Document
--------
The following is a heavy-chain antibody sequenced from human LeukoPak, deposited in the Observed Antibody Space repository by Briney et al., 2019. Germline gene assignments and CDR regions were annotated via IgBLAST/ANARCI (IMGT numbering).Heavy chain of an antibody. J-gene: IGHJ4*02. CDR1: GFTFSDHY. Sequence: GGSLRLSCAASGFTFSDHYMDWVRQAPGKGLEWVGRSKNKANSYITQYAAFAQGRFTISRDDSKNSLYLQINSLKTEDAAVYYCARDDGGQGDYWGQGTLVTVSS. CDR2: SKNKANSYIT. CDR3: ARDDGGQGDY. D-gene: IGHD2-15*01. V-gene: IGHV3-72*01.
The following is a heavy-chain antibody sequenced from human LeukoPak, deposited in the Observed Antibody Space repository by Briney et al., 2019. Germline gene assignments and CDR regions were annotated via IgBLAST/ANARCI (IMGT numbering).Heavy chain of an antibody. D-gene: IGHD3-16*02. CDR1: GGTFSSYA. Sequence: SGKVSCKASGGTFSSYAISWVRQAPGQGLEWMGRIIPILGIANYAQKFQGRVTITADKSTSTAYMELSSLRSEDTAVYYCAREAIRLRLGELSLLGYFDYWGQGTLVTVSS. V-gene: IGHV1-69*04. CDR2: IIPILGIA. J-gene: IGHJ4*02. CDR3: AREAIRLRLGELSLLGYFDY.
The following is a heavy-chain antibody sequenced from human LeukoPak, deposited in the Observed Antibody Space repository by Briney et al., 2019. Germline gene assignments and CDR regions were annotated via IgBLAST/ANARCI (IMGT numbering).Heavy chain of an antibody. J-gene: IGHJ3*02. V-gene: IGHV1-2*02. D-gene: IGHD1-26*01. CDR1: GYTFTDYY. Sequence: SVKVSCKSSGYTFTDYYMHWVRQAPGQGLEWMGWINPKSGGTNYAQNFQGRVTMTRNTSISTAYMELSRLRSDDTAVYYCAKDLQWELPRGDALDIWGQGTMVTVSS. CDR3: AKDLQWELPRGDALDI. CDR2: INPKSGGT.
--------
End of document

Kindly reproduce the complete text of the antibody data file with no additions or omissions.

The following is a heavy-chain antibody sequenced from human LeukoPak, deposited in the Observed Antibody Space repository by Briney et al., 2019. Germline gene assignments and CDR regions were annotated via IgBLAST/ANARCI (IMGT numbering).Heavy chain of an antibody. J-gene: IGHJ4*02. CDR1: GFTFSDHY. Sequence: GGSLRLSCAASGFTFSDHYMDWVRQAPGKGLEWVGRSKNKANSYITQYAAFAQGRFTISRDDSKNSLYLQINSLKTEDAAVYYCARDDGGQGDYWGQGTLVTVSS. CDR2: SKNKANSYIT. CDR3: ARDDGGQGDY. D-gene: IGHD2-15*01. V-gene: IGHV3-72*01.
The following is a heavy-chain antibody sequenced from human LeukoPak, deposited in the Observed Antibody Space repository by Briney et al., 2019. Germline gene assignments and CDR regions were annotated via IgBLAST/ANARCI (IMGT numbering).Heavy chain of an antibody. D-gene: IGHD3-16*02. CDR1: GGTFSSYA. Sequence: SGKVSCKASGGTFSSYAISWVRQAPGQGLEWMGRIIPILGIANYAQKFQGRVTITADKSTSTAYMELSSLRSEDTAVYYCAREAIRLRLGELSLLGYFDYWGQGTLVTVSS. V-gene: IGHV1-69*04. CDR2: IIPILGIA. J-gene: IGHJ4*02. CDR3: AREAIRLRLGELSLLGYFDY.
The following is a heavy-chain antibody sequenced from human LeukoPak, deposited in the Observed Antibody Space repository by Briney et al., 2019. Germline gene assignments and CDR regions were annotated via IgBLAST/ANARCI (IMGT numbering).Heavy chain of an antibody. J-gene: IGHJ3*02. V-gene: IGHV1-2*02. D-gene: IGHD1-26*01. CDR1: GYTFTDYY. Sequence: SVKVSCKSSGYTFTDYYMHWVRQAPGQGLEWMGWINPKSGGTNYAQNFQGRVTMTRNTSISTAYMELSRLRSDDTAVYYCAKDLQWELPRGDALDIWGQGTMVTVSS. CDR3: AKDLQWELPRGDALDI. CDR2: INPKSGGT.